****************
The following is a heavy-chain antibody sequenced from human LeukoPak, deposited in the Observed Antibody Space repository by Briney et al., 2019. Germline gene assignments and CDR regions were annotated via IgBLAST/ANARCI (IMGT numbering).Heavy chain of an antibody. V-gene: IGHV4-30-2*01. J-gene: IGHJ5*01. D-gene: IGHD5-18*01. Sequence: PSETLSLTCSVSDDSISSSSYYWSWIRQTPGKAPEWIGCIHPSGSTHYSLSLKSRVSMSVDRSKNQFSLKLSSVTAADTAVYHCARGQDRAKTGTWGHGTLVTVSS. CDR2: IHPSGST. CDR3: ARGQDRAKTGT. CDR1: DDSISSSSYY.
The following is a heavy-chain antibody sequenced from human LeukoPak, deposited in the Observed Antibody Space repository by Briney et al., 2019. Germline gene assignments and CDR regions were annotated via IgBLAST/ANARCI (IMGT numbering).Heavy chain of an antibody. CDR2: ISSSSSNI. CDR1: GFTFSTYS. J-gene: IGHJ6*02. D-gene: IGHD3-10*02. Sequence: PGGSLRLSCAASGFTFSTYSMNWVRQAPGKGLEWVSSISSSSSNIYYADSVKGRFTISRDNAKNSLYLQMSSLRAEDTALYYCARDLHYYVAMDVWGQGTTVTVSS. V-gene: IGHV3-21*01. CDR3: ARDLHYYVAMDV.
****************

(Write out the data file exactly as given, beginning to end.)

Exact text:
The following is a heavy-chain antibody sequenced from human LeukoPak, deposited in the Observed Antibody Space repository by Briney et al., 2019. Germline gene assignments and CDR regions were annotated via IgBLAST/ANARCI (IMGT numbering).Heavy chain of an antibody. V-gene: IGHV4-30-2*01. J-gene: IGHJ5*01. D-gene: IGHD5-18*01. Sequence: PSETLSLTCSVSDDSISSSSYYWSWIRQTPGKAPEWIGCIHPSGSTHYSLSLKSRVSMSVDRSKNQFSLKLSSVTAADTAVYHCARGQDRAKTGTWGHGTLVTVSS. CDR2: IHPSGST. CDR3: ARGQDRAKTGT. CDR1: DDSISSSSYY.
The following is a heavy-chain antibody sequenced from human LeukoPak, deposited in the Observed Antibody Space repository by Briney et al., 2019. Germline gene assignments and CDR regions were annotated via IgBLAST/ANARCI (IMGT numbering).Heavy chain of an antibody. CDR2: ISSSSSNI. CDR1: GFTFSTYS. J-gene: IGHJ6*02. D-gene: IGHD3-10*02. Sequence: PGGSLRLSCAASGFTFSTYSMNWVRQAPGKGLEWVSSISSSSSNIYYADSVKGRFTISRDNAKNSLYLQMSSLRAEDTALYYCARDLHYYVAMDVWGQGTTVTVSS. V-gene: IGHV3-21*01. CDR3: ARDLHYYVAMDV.